Students attending the Valley’s two public universities will now be able to earn money for college by giving back to their communities through a new pilot initiative.
Stanislaus State and University of California, Merced, are two of eight colleges to take part in the Civic Action Fellowship — grant funding unveiled by California Volunteers on Monday that allows students to sign up as Americorps Fellows and commit to community service tailored toward their curriculum. The first-in-the-nation program utilizes a combination of federal and state funding and will award students up to $10,000 to put toward their education in exchange for one semester working with a local nonprofit or government office.
The eight universities will welcome nearly 250 students into the initial cohort in fall 2020, with 47 of those spots earmarked for Stanislaus State students to promote college and career readiness. At UC Merced, 24 students will provide literacy coaching to Merced County youth.
“Engagement with K-12 schools in our region has been a part of UC Merced's mission since its inception, and our students have always been at the core of that engagement,” UC Merced interim Chancellor Nathan Brostrom said. “This exciting new program will improve literacy among Valley children, while also giving UC Merced students invaluable experience and lessening their student loan debt. We are proud to be a part of this effort.”
Stanislaus State President Ellen Junn said the ability to pay students for public service is fitting given the university’s existing programs that help give back. During the 2018-2019 academic year, about 40 percent of Stanislaus State undergrads were enrolled in one of the university’s 193 course sections that include service learning components, such as student teaching or the campus mentorship program.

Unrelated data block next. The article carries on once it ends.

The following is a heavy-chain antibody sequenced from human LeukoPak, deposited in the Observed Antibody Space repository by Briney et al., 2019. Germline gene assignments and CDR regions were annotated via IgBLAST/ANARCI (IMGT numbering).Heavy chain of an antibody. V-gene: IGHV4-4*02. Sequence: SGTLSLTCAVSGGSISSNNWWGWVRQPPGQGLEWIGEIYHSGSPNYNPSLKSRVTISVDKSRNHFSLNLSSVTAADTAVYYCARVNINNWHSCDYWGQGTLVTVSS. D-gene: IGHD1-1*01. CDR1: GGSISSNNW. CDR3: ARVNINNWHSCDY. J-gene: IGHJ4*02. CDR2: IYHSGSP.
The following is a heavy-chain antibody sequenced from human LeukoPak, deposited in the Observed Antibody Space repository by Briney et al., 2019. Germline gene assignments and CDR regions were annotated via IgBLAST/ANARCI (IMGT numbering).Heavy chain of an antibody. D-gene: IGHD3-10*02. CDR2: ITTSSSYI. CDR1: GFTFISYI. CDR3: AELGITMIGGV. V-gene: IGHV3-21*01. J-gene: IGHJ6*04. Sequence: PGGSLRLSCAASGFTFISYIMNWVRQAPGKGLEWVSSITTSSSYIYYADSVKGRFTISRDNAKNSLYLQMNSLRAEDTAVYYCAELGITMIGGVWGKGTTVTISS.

More than 3,300 Stanislaus State students accounted for nearly 70,000 hours of public service last year — most of it in and around the Turlock community.
“The ability to compensate students financially for their civic engagement will enable our university to increase our hands-on contribution of time and effort in our community,” Junn said. “I can think of no greater way to enhance the lives and experiences of our students at Stan State.”
At UC Merced, students selected for the year-long program will be housed together in a “Living Learning Community” and take courses together during the 2020-2021 academic year. They’ll be trained to provide literacy coaching for kindergarten through third grade students at six Merced County schools: four in Merced, one in Planada and one in Farmdale.
Elaine Keeley, director of curriculum and instruction for the Merced City School District, said the grant will help “instill the love of reading and individualized instruction in our young students.”
“UC Merced students who serve as AmeriCorps leaders will also serve as positive role models and develop a college career-ready culture with our students,” Keeley said. “The UC students learn the gift and privilege of teaching another person to read — a life skill that changes futures.”
Approximately $3.2 million in state and federal funds will support the Civic Action Fellowship initiative with an additional $677,000 in scholarship funds to be awarded directly to students upon completion of their fellowship. The program is part of Gov. Gavin Newsom’s vision of reaching 10,000 people in the state formally committed to public service.
“Governor Newsom has laid out a bold vision to unite Californians around service and provide opportunities for every Californian to help tackle our greatest challenges,” California Volunteers Chief Service Officer Josh Fryday said. “We hope this new partnership with universities will become a model for calling on young people to serve, while helping them pay for college.”